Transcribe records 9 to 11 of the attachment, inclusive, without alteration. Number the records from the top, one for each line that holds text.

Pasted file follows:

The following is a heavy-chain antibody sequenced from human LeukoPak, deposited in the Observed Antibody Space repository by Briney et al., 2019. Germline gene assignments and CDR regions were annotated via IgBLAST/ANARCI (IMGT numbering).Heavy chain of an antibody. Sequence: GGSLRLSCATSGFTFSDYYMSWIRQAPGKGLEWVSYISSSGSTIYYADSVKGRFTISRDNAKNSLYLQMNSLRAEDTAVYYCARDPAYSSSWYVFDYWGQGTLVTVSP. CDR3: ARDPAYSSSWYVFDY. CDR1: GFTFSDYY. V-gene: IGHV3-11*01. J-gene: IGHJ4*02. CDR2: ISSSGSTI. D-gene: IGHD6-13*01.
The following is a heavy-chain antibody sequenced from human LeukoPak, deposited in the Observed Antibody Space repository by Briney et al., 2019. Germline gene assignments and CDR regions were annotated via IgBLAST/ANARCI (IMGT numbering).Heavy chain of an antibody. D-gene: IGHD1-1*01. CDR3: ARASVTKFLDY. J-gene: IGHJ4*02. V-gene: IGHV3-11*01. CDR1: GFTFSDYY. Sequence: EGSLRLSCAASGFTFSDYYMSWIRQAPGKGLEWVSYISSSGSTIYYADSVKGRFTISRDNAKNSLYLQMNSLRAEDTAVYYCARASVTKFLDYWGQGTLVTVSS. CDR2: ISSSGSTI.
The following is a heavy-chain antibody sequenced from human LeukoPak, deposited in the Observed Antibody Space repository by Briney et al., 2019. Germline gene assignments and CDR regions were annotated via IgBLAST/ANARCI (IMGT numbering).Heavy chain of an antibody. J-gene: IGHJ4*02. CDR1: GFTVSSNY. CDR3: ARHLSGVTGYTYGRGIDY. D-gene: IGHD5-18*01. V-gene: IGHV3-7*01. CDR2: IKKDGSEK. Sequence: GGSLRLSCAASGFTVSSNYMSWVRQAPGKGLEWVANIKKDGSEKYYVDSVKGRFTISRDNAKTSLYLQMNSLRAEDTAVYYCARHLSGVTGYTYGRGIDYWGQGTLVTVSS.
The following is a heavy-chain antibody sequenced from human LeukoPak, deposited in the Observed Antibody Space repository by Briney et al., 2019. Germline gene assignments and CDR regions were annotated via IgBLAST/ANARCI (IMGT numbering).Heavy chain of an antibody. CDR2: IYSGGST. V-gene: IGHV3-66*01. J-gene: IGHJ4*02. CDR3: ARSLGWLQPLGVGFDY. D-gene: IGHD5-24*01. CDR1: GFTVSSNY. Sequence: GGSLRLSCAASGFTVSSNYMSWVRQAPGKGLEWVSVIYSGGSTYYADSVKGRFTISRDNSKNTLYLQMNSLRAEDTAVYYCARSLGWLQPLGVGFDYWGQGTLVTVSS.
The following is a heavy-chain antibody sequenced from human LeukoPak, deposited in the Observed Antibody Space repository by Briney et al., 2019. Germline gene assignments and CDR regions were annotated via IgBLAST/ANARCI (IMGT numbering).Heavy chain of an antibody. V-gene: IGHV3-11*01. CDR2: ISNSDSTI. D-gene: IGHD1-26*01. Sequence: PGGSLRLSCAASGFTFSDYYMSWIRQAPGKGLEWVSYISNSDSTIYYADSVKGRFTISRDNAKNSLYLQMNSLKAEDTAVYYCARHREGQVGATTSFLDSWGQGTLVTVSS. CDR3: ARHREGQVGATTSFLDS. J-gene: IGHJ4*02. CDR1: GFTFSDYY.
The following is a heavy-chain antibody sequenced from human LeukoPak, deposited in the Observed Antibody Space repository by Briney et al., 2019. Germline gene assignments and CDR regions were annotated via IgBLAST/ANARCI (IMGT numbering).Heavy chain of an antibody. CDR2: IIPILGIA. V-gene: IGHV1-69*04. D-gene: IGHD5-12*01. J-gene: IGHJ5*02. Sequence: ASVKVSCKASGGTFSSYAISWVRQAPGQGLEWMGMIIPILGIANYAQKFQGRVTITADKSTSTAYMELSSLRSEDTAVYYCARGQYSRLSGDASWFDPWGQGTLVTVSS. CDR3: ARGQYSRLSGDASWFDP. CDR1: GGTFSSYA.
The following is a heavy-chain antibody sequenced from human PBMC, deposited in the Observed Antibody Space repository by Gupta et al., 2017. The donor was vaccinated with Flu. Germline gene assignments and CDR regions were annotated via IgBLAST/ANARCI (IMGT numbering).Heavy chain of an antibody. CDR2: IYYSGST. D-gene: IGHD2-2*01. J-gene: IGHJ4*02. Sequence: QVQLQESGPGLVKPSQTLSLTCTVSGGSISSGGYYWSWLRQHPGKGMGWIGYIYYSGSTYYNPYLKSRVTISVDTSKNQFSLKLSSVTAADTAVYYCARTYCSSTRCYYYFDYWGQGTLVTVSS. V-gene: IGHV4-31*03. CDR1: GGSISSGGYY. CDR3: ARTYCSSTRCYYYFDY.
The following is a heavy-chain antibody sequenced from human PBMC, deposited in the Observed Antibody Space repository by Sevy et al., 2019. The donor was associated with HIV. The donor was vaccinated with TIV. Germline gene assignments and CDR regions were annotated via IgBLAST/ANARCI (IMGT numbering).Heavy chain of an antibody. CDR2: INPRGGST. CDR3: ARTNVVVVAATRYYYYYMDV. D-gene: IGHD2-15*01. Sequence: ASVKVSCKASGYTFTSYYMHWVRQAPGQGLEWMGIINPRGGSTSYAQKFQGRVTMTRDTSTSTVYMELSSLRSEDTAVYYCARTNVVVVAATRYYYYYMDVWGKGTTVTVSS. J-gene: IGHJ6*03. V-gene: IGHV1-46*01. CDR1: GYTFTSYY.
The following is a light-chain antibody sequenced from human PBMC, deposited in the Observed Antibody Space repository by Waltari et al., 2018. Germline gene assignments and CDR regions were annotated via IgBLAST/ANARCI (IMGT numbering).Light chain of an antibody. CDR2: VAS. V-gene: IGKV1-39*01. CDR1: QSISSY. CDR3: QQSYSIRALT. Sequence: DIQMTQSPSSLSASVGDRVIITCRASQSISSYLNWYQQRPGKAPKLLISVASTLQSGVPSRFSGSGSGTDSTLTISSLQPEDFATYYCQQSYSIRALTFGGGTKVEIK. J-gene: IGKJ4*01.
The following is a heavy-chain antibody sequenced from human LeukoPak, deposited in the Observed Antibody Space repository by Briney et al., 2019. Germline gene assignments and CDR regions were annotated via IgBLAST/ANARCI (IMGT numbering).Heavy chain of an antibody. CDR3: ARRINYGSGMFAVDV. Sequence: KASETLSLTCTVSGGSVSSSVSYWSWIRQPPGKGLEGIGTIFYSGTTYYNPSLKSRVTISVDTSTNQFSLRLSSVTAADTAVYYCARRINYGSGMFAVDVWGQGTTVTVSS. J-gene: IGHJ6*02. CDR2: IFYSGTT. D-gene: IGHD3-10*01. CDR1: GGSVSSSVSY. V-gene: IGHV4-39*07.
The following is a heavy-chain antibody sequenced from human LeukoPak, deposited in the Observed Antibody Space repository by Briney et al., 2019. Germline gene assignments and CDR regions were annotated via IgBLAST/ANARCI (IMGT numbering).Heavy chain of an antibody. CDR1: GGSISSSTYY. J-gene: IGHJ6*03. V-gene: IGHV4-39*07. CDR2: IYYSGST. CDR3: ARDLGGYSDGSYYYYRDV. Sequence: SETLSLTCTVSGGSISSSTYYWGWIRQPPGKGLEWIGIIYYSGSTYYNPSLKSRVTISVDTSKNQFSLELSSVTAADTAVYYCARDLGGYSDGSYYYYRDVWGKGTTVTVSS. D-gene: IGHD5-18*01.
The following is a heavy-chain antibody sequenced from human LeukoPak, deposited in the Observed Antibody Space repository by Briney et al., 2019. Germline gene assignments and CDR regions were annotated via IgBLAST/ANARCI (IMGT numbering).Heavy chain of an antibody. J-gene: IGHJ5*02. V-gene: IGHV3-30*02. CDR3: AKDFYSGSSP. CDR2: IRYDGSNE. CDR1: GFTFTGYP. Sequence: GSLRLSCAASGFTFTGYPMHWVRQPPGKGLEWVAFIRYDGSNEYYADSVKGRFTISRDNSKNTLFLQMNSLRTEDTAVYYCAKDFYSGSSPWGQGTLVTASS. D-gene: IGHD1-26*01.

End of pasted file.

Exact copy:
The following is a light-chain antibody sequenced from human PBMC, deposited in the Observed Antibody Space repository by Waltari et al., 2018. Germline gene assignments and CDR regions were annotated via IgBLAST/ANARCI (IMGT numbering).Light chain of an antibody. CDR2: VAS. V-gene: IGKV1-39*01. CDR1: QSISSY. CDR3: QQSYSIRALT. Sequence: DIQMTQSPSSLSASVGDRVIITCRASQSISSYLNWYQQRPGKAPKLLISVASTLQSGVPSRFSGSGSGTDSTLTISSLQPEDFATYYCQQSYSIRALTFGGGTKVEIK. J-gene: IGKJ4*01.
The following is a heavy-chain antibody sequenced from human LeukoPak, deposited in the Observed Antibody Space repository by Briney et al., 2019. Germline gene assignments and CDR regions were annotated via IgBLAST/ANARCI (IMGT numbering).Heavy chain of an antibody. CDR3: ARRINYGSGMFAVDV. Sequence: KASETLSLTCTVSGGSVSSSVSYWSWIRQPPGKGLEGIGTIFYSGTTYYNPSLKSRVTISVDTSTNQFSLRLSSVTAADTAVYYCARRINYGSGMFAVDVWGQGTTVTVSS. J-gene: IGHJ6*02. CDR2: IFYSGTT. D-gene: IGHD3-10*01. CDR1: GGSVSSSVSY. V-gene: IGHV4-39*07.
The following is a heavy-chain antibody sequenced from human LeukoPak, deposited in the Observed Antibody Space repository by Briney et al., 2019. Germline gene assignments and CDR regions were annotated via IgBLAST/ANARCI (IMGT numbering).Heavy chain of an antibody. CDR1: GGSISSSTYY. J-gene: IGHJ6*03. V-gene: IGHV4-39*07. CDR2: IYYSGST. CDR3: ARDLGGYSDGSYYYYRDV. Sequence: SETLSLTCTVSGGSISSSTYYWGWIRQPPGKGLEWIGIIYYSGSTYYNPSLKSRVTISVDTSKNQFSLELSSVTAADTAVYYCARDLGGYSDGSYYYYRDVWGKGTTVTVSS. D-gene: IGHD5-18*01.